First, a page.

By Dr. Derick Pasternak
We continue to focus on four categories of malaria-related information: Prevention, Diagnosis, Treatment, and Campaigns. I’ve collected relevant publications from the scientific and mainstream press this past month. Sometimes an article will not fit neatly into one of these four; it may be necessary to add a category or two in the future. Abstracts of all articles cited are available; see below for those articles that are also in Malaria Partners International’s on-line Library in their entirety.
- The WHO/UNICEF published guidance to community health workers on how to proceed in view of the COVID-19 pandemic. The complete text is available. Relevant guidance for malaria workers is as follows:
- Access to and use of one of the core vector control tools should be maintained (ITNs or indoor residual spraying), including through adapted campaigns that are delivered using best practices to protect health workers and communities from COVID-19 (57, 58). Adaptations might include suspending some data and accountability procedures that increase person-to-person contact and the potential risk for COVID-19 transmission (for example, not requiring a signature for ITNs received by a household).
- Campaigns for seasonal malaria chemoprevention should continue.
- Countries where malaria has been eliminated and those working to prevent re-establishment should maintain intensive malaria surveillance activities in addition to core vector control activities, using best practices to protect health workers and communities.
- In exceptional circumstances, such as when there is a significant breakdown or inability of the health system to deliver services, mass administration of antimalarial treatment could be used to rapidly reduce mortality and morbidity.
- Countries should not scale back efforts to detect and treat malaria, including at the community level, such as through iCCM or community integrated management of childhood illness, which is discussed above.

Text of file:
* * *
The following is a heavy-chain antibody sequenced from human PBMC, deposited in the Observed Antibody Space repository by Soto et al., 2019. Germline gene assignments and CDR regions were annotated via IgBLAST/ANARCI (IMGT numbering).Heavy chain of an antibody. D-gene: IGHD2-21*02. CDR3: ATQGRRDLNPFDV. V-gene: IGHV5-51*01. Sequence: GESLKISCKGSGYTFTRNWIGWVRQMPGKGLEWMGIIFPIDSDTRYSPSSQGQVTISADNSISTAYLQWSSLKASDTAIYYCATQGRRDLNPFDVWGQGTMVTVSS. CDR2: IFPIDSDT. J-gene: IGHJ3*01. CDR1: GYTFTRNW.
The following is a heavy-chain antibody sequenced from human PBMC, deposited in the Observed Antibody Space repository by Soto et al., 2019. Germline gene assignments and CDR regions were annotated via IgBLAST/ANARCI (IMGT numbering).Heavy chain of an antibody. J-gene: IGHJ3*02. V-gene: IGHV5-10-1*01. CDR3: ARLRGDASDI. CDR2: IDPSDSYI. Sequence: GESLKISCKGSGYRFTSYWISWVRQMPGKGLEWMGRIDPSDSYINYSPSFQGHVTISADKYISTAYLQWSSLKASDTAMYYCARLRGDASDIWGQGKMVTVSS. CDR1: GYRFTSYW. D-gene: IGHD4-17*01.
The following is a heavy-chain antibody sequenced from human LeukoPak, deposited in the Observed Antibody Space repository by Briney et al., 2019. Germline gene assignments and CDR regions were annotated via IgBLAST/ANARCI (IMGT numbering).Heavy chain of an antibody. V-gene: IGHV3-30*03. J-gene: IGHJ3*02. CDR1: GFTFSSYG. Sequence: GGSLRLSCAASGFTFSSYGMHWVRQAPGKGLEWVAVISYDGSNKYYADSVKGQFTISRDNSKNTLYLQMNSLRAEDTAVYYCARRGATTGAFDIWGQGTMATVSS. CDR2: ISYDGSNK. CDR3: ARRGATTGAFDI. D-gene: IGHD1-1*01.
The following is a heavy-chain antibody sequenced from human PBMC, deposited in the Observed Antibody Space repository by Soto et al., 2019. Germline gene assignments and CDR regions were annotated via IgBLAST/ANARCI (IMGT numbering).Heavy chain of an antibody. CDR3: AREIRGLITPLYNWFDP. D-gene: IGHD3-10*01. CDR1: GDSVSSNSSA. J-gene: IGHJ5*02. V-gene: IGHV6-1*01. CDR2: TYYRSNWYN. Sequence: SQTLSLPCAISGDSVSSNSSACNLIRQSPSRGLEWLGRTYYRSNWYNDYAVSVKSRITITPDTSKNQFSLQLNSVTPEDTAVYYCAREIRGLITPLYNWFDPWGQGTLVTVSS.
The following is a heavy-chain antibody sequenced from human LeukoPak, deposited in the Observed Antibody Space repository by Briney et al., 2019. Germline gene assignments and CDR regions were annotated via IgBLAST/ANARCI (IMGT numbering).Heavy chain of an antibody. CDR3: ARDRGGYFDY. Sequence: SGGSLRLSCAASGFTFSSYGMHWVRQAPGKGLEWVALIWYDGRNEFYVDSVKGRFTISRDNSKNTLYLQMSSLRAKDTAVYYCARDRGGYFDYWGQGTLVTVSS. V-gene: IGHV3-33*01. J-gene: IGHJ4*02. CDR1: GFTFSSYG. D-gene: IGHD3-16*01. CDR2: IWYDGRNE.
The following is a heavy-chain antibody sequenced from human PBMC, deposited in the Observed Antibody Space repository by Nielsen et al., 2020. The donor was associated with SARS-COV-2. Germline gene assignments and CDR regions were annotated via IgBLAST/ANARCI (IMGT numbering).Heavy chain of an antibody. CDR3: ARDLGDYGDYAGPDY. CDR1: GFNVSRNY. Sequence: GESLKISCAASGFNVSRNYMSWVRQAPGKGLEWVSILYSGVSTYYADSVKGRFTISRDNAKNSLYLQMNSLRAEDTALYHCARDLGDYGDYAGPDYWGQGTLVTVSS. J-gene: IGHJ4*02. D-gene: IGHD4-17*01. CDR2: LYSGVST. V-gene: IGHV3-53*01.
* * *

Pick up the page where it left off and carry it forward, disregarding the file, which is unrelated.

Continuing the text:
- An exciting article in Nature Communications informed us that a parasitic microbe that infects Anopheles arabiensis prevents the proliferation of falciparum in that mosquito, so it will not transmit the disease. So far, this is a finding in Kenya only; the microbe has not been tested in other species of A. gambiense complex. The study was also reported in the lay press (BBC News) and is highlighted elsewhere in the Newsletter. The article is available in its entirety.
- Moderate or high intensity pyrethroid resistance was detected nationwide in the Democratic Republic of Congo, as published in Malaria Journal in April 2020. This is a serious threat to sustained malaria control with pyrethroid LLINs. Next generation nets (PBO nets or bi-treated nets) should be considered for mass distribution, according to the article.
- The scientific periodical Nature published an article that described Tanzanian children who were relatively resistant to infection by falciparum. These children possess an antibody to a particular parasite antigen. Vaccinating non-human primates with this particular antigen partially protected them against the parasite. These facts hold promise for another direction in vaccine development.
- Major prevention implications are raised by the May article in Malaria Journal on shifting transmission risk of malaria in Africa as a result of climate change. The article is available.
Current understanding of malaria transmission dynamics and parasite movement mainly relies on the analyses of epidemiologic data, e.g. case counts and self-reported travel history data. A September 2019 article in Malaria Journal describes ‘next-generation gene-sequencing” (NGS). Potential roles of NGS in better understanding of transmission patterns, accurately tracking parasite movement and addressing the challenges of imported malaria in low transmission settings of sub-Saharan Africa are discussed.
A study published in Malaria Journal in May demonstrates for the first time that there is synergy of complement, pre-existing immunity, and drug treatment with artemisinin in younger patients with symptomatic malaria in Western Kenya, a high-transmission area.
The Lancet published on line a lengthy article from the Global Burden of Disease Health Financing Collaborator Network, analyzing health sector spending in middle- and low-income countries between 2000 and 2017. Malaria is one of the four specific targets of spending analysis, as seen in detailed graphs in the article. The article states that low- and middle income countries that eliminated malaria altogether during this period include Argentina, Armenia, Azerbaijan, Costa Rica, Georgia, Iraq, Kyrgyzstan, Morocco, Paraguay, Sri Lanka, Syria, Tajikistan, Turkey, and Uzbekistan. Relevant extracts from the article are available as well as the entire 32-page article.